Dubai: Dressed for school, he kissed his mother goodbye and walked out of his home in Sharjah.
Hours later, his body was found hanging from the motor room located on the terrace of his residential building.
The Grade 11 pupil at an Indian curriculum school took his life on the afternoon of March 2. The 16-year-old was an above average student with an appetite for reading.
“My boy was a voracious reader. The last book that he was reading was on the rise of the Taliban. He left it unfinished,” his father told Gulf News on Monday evening.
“We are about to leave for the airport but my son [referring to the coffin carrying the body of his son] has, I think, already reached the airport before us,” the distressed father added, his voice trembling.
With this latest case, four teenagers in the UAE have taken their lives so far this year.
According to the boy’s father, there were no signs that would have alerted them to the fact their son was thinking of committing suicide.
Recalling what took place between him and his son on that fateful day, he said: “His exams were going on. It was almost noon and I found him sitting in front of the television, having a snack. I casually asked him whether it was getting late for him to go for his exams. He immediately got up and went to his room and got ready for school. He then kissed his mother goodbye and stepped outside the house. He was to appear for his mathematics exam that day. It was a normal day for us.”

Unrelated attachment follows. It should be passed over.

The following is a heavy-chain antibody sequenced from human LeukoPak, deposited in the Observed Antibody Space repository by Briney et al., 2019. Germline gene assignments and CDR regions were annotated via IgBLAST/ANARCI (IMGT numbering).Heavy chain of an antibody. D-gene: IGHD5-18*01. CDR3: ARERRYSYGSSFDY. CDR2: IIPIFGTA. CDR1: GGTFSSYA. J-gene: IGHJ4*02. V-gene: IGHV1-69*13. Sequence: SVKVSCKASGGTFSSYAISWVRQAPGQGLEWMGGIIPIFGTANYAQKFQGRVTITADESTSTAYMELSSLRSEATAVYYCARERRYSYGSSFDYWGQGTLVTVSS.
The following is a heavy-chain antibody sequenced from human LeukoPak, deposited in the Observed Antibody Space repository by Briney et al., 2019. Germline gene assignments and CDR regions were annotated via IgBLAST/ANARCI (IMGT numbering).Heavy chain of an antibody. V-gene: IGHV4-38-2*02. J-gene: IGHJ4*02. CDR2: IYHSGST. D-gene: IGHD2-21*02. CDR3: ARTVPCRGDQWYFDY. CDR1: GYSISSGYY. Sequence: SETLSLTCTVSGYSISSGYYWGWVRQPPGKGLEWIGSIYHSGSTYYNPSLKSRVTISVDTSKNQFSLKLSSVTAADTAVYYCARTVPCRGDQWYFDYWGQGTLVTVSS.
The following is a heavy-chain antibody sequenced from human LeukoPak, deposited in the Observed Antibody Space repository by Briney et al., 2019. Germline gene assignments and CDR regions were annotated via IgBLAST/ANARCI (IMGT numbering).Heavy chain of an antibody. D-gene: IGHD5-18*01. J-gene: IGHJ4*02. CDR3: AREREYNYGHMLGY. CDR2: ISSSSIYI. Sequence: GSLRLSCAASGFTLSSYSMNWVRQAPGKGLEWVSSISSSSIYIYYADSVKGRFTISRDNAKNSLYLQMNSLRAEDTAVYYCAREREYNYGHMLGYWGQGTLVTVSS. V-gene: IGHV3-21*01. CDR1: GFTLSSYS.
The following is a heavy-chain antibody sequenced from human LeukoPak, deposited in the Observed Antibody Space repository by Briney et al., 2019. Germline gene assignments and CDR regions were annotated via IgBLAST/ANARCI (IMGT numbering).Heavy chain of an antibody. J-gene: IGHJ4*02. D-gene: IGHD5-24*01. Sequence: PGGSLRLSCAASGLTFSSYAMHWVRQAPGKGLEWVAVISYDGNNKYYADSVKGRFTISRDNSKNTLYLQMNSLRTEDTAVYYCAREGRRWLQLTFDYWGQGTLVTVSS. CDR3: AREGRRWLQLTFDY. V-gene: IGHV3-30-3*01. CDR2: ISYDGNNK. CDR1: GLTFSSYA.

But a telephone call from his son’s school changed everything for him and his family.
“My wife attended that call. The school notified her that our son had failed to appear for his mathematics exam. My wife panicked and immediately got in touch with me. After contacting everyone and failing to get his whereabouts, we approached Sharjah Police,” he said.
The father added that he regretted not being able to read what was going on inside his teenage son’s mind.
“You please come to my house and see for yourself. It is filled with books of all kinds. My son loved reading all sorts of books. The mind of a 16-year-old absorbed all that it read, analysed and reacted to it accordingly. He filtered all the knowledge from what he read and simply left us with many unanswered questions. Whenever I asked him how his studies were coming along, his reply would be ‘I have finished studying. You know that.’”
Speaking on how the generation gap between parents and children often leads to a lack of understanding, he said: “I am 51 years old and my son was 16. I made him understand things as per my outlook and he must have understood it as per his. Today’s education is also more job-oriented and as expatriate parents, we often end up comparing what he or she has accomplished. At times, when he used to hug us, I felt as if he was doing it as routine. I don’t blame my son. It is not his fault. It’s the times that we are living in today, the information that young people are letting into their minds and the inability of us as parents to understand the minds of our children.”
Gulf News tried to get in touch with the school but no one was available for comment.